One of the unexpected pleasures of this deck is its lovely box with magnetic clasp. The cards are divided into two stacks with a little ribbon to help you get them out, and a mini guidebook.
This deck comes with extra cards to make up a 52 card pack, and I am happy to say that you can put the 36 'real' Lenormand cards in one side of the box and the 'extras' on the other side of the box, and the book will still fit and the box will still close. Result! (I hate extra cards. Never use them. I know hate is a strong word, but it fits. I don't want them! They're a waste. You should be able to choose to leave them out and pay less. But alas, it's not my world... :) )
I love this deck and there's one simple reason for it -- it's minimalist. The cards are average or medium-sized for a Lenormand. Each card is a slightly off-white colour with a large, clear number in the upper left corner, a prominent and easy to see playing card at the top centre, and a relatively easy to discern symbol at the bottom. Not all of them are easy to discern, which is a pity. I'll show you what I mean.
Easy to discern -- a very simple drawing, instantly apparent:
I really love this type of Lenormand, because I tend to read in grand tableaus or large squares, and when the cards are muddy and collaged and fuzzed up for artistic effect, a throw really does look like one big smear. What's the point of that? I want to be able to quickly find Book or Ring or whatever, and see what's close to it and what's far from it, and what house it's in. If I have to squint and strain to even find Book...well, I just scrape the deck up, throw it back in the box and sell it.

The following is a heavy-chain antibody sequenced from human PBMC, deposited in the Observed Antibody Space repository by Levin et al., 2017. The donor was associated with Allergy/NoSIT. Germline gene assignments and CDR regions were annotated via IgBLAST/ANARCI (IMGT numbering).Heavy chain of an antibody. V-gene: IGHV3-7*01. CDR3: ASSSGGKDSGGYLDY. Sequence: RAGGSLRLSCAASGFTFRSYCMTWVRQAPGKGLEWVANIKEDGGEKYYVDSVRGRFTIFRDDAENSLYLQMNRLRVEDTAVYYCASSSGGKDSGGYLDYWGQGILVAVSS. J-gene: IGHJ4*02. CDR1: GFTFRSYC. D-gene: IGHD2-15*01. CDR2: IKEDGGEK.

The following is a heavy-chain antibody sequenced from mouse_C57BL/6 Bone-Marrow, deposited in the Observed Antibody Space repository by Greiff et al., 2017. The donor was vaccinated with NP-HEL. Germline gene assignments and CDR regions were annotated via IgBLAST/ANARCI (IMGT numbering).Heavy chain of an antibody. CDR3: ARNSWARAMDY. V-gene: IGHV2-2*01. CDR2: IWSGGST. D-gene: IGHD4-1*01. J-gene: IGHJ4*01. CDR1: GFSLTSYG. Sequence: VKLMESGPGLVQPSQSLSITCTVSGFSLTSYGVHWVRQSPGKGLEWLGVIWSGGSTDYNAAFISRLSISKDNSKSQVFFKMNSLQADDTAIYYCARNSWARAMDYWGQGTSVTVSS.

This one is not going to be sold.
That said, this art is 'stylised' and some are not as easy to discern:
It's called the Maybe Lenormand because 'Maybe it's a Lenormand, maybe it's not.' With 36 cards, it is, but if you add in the rest, maybe it's not.
The cards added are:
45. Sick bed
50. Broken mirror
'There are those who say extra cards are bothersome,' says the guidebook. I am one of those.
The creator of the deck says that the extra cards here are 'based on a tangential lineage of similar decks, all claiming Mlle Marie Anne Lenormand ownership'. Of course, Marie Anne Lenormand surely never saw a Lenormand deck in her life. The Game of Hope, on which Lenormand decks are based, came out circa 1799-1800, as a kind of portable board game. One laid out the cards in 6 rows of 6 and rolled dice and moved a token along the cards. There was no shuffling and certainly no divination involved, and Mlle Lenormand was at the time under 30 and had yet to publish any books on fortune telling. She was not yet famous as a fortune teller. No one knows how or when the cards came to be used for fortune telling, but that is true of every game that eventually became a fortune telling tool -- tarot cards, playing cards, and the Game of Hope are just the beginning. So yes, lots of decks have claimed Lenormand's ownership. So what. I personally don't see that these cards add anything, but lots of people probably do.
That's not to say I might not occasionally shuffle them in and have a go...wait, what am I saying? I know good and damn well that will never happen. Call me closed minded, I don't care! LOL
The guidebook is simple, concise and very useful. It does contain an error in the subjunctive mood, which I can't understand why a proofreader didn't catch: 'If I was using only 36 cards...' UGH! If I WERE using only 36 cards, please. The subjunctive use of 'were' may be dying out in spoken English, but not to me nor many grammar traditionalists like me! (Long may we kvetch!)
Rants aside, I like this little deck and will keep it. I may even use it for some readings this week. :D